The EU’s most potent modernizing tool – a promise of eventual membership to the fastest reformers – is now off the table. There is neither political interest from the major EU members to expand the union, nor the financial resources to admit new members. The promised integration of the Western Balkans remains a formidable challenge.
The ENP review reflects EU’s deflated ambition. Probe a bit deeper than the welcome technical adjustments, and it becomes clear that during the review process the EU has acknowledged its failure to build a ring of well governed, prosperous and stable states around its borders. The new ENP aims to stabilize, rather than to transform. Diana Potjomkina of the Latvian Institute of International Affairs suggests the EU has “turned towards a more pragmatic, interest-driven and strategic understanding of the neighborhood.”
The new ENP tones down its insistence on common interests and shared values and yields priority to EU’s own, pragmatic interests. Stabilization, inclusive economic development and job creation become the key buzzwords. These priorities echo the current Brussels policy agenda: cooperation in conflict-prevention, counter-terrorism and anti-radicalization policies, energy security and climate, safe and legal mobility and tackling irregular migration, human trafficking and smuggling.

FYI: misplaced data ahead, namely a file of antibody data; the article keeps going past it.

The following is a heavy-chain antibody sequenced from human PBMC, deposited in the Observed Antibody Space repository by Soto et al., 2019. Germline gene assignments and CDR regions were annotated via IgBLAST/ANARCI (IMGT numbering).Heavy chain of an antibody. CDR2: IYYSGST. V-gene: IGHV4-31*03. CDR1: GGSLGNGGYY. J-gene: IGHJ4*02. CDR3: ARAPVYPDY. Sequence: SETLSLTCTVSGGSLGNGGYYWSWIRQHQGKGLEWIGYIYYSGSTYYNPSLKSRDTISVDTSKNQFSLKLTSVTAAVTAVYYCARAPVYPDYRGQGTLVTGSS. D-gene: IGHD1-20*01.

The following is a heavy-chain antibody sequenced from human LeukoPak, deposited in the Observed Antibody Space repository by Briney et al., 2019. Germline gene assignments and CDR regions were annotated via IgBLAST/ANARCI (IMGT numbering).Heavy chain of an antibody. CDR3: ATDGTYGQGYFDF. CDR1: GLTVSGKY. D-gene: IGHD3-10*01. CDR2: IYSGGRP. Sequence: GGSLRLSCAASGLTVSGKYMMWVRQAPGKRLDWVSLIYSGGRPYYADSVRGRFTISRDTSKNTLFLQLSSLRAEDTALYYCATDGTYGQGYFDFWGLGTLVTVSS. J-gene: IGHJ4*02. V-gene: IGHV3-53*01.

What about the values?
The approach to cooperation with civil society and human rights presented by ENP review document is minimalist and pragmatic, short of lauding the civil society groups as a transformational force. The role of civil society is stressed mostly in the context of the EU communication strategy, which has been widely criticized as inefficient and cumbersome. Brussels also promises to ‘to reach out to broader strata of partner countries’ populations by means of supporting the civil society without going into further detail.
It will worry many civil society groups that the dialogue on democracy and human rights is to be based on agreements with partner state governments, some of which might hardly be interested in such dialogue, while others are willing to monopolize or subvert it.
The EU promises to offer alternative contractual agreements to the countries not interested in AA/DCFTAs. These are likely to be mostly dealing with trade. Armenia, which took a last-minute decision to abandon the AA/DCFTA in favor of the Russian-led Eurasian Economic Union, has already opened talks on a new, enhanced agreement with the EU.
Neighborhood policy survives, just
Through renewed ENP, the EU fails to articulate a new vision for its restive neighborhood. It offers no innovative approaches to achievement in respect to human rights and democracy; and it gives no expectation that the financial resources available for technical assistance will increase until 2020. The policy offers a hand of cooperation to all neighbors, irrespective of their state of democracy, increasing its attractiveness to governments. But it offers little comfort to societies that wish to transform further. Perhaps the Association Agreements and mechanisms linked to them could fill the void.
About the author:
Mariam Apriashvili focuses on Eastern Partnership (EaP) and the European trade policies at the University of Tartu and is currently completing her term at the Sciences Po Paris.